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Faith

Already Saved … Not Yet Finished

My first grandchild was born last year. What a wonderful day it was when she finally arrived! She is delightful in the way that only babies can be. But even though she’s already here and I love her sweet baby self, I have great anticipation for the future, because truly knowing her, seeing her grow into all she is meant to be, is still yet to come.

She’s already here, and is so precious … but she is not yet who she will become.

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Faith

The “Temptation of Affluence” and the Lord’s Prayer

Give us this day our daily bread.

It’s been a long time since I’ve wondered where my next meal was coming from—about 40 years, actually, since living in an apartment or trailer with a mostly empty refrigerator or no heat. I don’t specifically remember reciting the Lord’s Prayer back then, but if I did, I’m sure I understood the phrase “give us this day our daily bread.” Even as a child, I would have seen the direct correlation between a prayer for daily sustenance and the fact that God somehow provided for my needs each day.

Of all the elements in the Lord’s Prayer, “give us this day our daily bread” seems very straightforward: Please provide for my daily needs, such as food, to survive. It often gets overshadowed by other, seemingly more pertinent or lofty phrases such as “lead us not into temptation” or “forgive us our trespasses” or “Thy will be done.”

But God has a remarkable knack for continuing to teach us new truths even when we think we thoroughly understand something as familiar as the Lord’s Prayer.

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Parenting

Love You Forever … Or Hate It Forever?

Still polarizing after all these years.

I thought the controversy was over. I thought that surely by now, moms were no longer arguing over this book. I thought emotions had cooled, invectives were no longer flung about, and we were at peace with (or at perhaps had just forgotten about) this little children’s book.

But no. The debate rages on.

Love You Forever was written by Robert Munsch and first published in 1986. If you’ve ever seen it, you’re not likely to forget the image of the toddler on the cover, sitting next to an open toilet in the middle of a toddler-made mess, gleefully contemplating what to toss next into the commode. If you’ve read it to children, they’ve likely pointed out the toilet to you each time you’ve read it, while (depending on the child) giggling in embarrassment or snickering in naughty delight.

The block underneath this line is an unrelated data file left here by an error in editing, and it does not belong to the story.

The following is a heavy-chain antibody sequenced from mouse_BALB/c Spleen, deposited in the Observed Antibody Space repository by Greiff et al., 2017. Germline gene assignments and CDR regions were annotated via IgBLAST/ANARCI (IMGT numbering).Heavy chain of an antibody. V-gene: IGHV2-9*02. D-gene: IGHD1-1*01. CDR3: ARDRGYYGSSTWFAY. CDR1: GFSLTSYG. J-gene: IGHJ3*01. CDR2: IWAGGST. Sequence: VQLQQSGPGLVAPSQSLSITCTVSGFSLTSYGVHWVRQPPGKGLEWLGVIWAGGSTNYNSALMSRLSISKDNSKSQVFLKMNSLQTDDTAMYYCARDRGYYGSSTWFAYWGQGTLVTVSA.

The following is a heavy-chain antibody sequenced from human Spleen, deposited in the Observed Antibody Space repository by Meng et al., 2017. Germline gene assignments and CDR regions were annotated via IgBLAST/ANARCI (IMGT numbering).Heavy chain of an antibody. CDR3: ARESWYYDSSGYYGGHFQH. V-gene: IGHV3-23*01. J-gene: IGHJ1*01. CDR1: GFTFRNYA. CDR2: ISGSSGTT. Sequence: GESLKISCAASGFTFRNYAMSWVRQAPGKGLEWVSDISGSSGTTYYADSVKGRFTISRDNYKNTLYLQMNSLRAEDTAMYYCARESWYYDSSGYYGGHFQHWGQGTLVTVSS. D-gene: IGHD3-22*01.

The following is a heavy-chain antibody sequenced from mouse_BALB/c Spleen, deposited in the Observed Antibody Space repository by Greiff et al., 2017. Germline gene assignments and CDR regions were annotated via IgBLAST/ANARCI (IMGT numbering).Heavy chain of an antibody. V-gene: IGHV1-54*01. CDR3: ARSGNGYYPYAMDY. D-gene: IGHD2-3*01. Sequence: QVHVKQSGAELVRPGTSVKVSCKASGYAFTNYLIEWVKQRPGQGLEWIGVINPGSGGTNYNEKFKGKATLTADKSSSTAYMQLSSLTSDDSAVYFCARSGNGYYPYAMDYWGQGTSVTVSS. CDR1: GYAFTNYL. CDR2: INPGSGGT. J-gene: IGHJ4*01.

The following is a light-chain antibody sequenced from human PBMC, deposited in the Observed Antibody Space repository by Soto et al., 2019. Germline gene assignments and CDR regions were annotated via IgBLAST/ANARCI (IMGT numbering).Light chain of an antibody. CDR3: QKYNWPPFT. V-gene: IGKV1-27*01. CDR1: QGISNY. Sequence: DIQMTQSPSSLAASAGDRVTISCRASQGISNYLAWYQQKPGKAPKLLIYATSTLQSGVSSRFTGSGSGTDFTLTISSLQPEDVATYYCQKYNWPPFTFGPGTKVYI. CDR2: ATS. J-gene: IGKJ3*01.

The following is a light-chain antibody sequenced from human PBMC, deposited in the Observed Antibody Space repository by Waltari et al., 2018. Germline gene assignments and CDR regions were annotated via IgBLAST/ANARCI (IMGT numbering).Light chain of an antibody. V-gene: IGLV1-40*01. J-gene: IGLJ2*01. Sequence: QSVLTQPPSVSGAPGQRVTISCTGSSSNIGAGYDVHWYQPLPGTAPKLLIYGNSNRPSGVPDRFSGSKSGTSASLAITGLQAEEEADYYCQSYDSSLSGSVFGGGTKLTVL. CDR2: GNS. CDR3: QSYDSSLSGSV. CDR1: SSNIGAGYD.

In short, it’s the story of a mom who sings her baby to sleep with a certain lullaby every night (“I’ll love you forever, I’ll like you for always, as long as I’m living my baby you’ll be”), and as that baby grows, she continues to love and sing to her son, even as he becomes a man with his own home and family. At the end of the book, when the mother is old and sick, the son sings the song back to her and then goes home and sings it to his own baby girl.

So from that brief synopsis, you can maybe see why Love You Forever is on its way to 35,000 Amazon ratings, 94% being five-star reviews. In 2001, fifteen years after it was first published, it was in its 63rd printing, and who knows how many times it’s been printed by now, 20 years later.

So people really like it. That is, except for the people who hate it. And I mean, HATE it.

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Faith

What Does It Mean to Be a Believer?